South China Morning Post’s Jun Mai reports the final collapse of the defamation case against journalist Liu Hu, who was arrested for accusing officials of corruption on social media. Liu was released a year ago pending further investigation after police failed to build a case within the legal detention time limits. (Domestic media were instructed to ignore this development.) On Thursday, prosecutors said that the investigation has now been abandoned due to insufficient evidence.
“I will still go after clues about corruption if I have them,” said Liu Hu, 40, now a reporter with Chongqing’s Changjiang Times. “It’s not that I fear anything, but I might publish [allegations] in the paper, instead of putting them online in my name,” he said.
Liu’s arrest in 2013 raised eyebrows as the Communist Party’s anti-corruption watchdog had pledged to “get to the bottom” of graft as part of President Xi Jinping’s sweeping anti-corruption campaign, and Liu seemed to be helping.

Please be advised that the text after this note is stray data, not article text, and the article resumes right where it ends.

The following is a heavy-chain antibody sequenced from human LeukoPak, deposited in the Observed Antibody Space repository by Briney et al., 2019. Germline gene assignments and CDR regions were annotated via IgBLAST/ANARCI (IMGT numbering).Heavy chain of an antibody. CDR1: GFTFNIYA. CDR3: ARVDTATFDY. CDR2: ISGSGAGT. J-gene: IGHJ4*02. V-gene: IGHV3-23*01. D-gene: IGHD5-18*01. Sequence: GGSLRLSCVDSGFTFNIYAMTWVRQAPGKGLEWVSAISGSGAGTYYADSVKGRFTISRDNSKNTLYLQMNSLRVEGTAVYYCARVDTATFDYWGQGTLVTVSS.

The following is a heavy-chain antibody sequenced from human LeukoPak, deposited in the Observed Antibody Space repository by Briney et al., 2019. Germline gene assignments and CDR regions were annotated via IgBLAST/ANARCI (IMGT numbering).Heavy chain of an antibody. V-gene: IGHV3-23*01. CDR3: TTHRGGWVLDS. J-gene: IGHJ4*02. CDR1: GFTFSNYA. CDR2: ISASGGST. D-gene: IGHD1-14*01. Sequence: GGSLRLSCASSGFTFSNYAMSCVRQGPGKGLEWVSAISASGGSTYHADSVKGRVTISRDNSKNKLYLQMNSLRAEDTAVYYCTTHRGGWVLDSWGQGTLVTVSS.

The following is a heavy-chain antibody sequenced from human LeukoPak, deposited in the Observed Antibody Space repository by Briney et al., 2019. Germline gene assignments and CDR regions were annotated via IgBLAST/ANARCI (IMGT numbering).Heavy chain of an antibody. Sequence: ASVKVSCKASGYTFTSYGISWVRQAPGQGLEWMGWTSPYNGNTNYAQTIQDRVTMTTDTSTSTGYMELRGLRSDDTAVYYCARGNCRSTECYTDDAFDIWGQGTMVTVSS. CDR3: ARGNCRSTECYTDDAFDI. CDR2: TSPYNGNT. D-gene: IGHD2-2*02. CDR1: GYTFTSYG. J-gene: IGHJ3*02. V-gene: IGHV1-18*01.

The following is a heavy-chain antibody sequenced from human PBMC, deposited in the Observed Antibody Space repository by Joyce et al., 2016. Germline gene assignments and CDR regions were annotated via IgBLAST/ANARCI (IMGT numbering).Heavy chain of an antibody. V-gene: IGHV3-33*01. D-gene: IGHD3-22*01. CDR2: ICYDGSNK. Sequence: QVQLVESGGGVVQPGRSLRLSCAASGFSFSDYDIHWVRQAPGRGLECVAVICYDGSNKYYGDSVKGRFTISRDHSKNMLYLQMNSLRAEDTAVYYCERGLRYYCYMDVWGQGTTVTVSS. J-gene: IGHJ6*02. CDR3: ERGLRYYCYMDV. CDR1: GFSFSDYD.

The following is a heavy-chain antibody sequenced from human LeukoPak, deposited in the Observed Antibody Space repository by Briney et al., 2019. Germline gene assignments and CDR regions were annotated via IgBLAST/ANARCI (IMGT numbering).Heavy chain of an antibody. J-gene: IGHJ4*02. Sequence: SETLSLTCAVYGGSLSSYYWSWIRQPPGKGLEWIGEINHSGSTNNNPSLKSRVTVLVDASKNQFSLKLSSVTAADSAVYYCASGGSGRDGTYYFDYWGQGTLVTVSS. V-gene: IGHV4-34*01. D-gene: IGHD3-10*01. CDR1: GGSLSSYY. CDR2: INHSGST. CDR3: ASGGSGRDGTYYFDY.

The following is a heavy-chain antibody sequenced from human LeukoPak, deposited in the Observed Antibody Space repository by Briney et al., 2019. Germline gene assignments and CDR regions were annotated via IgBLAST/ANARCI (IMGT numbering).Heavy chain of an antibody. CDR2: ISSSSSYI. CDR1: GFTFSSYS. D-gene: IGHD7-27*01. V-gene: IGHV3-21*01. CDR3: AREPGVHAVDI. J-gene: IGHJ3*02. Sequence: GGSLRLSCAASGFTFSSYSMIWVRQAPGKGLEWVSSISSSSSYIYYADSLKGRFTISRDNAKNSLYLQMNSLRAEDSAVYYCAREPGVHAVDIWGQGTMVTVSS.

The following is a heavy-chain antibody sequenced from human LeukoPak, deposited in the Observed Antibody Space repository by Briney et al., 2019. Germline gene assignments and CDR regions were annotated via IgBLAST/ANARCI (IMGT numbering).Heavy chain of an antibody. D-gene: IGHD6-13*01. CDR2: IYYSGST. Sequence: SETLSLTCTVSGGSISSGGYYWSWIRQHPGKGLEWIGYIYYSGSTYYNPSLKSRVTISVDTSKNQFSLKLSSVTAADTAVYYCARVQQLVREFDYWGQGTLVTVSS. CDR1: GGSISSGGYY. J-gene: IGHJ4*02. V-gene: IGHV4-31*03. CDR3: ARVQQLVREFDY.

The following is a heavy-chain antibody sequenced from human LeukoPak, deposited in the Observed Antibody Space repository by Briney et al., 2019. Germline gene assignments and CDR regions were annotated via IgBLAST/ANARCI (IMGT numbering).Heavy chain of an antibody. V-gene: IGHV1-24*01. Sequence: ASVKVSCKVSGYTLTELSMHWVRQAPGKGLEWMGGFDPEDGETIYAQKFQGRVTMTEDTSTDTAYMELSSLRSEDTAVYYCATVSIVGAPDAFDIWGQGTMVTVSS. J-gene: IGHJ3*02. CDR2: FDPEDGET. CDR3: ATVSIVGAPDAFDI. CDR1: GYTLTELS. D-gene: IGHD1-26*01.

Two of the officials mentioned in Liu’s posts, including former China Resources chairman Song Lin, were targeted by corruption inspectors in the months following Liu’s arrest. The party announced an investigation into Song last April. Yet Liu remained in custody until last August, when he was released on bail. [Source]
Liu’s case, like those of activists like Xu Zhiyong, demonstrates that while the leadership acknowledges the danger of corruption, it is determined to maintain a strict monopoly on the fight against it. On Friday, the Central Commission for Discipline Inspection announced that Song Lin has been expelled from the Party and will be stripped of all official positions and charged with extortion and taking bribes. He is also accused of adultery and misappropriating public funds to support his golf habit.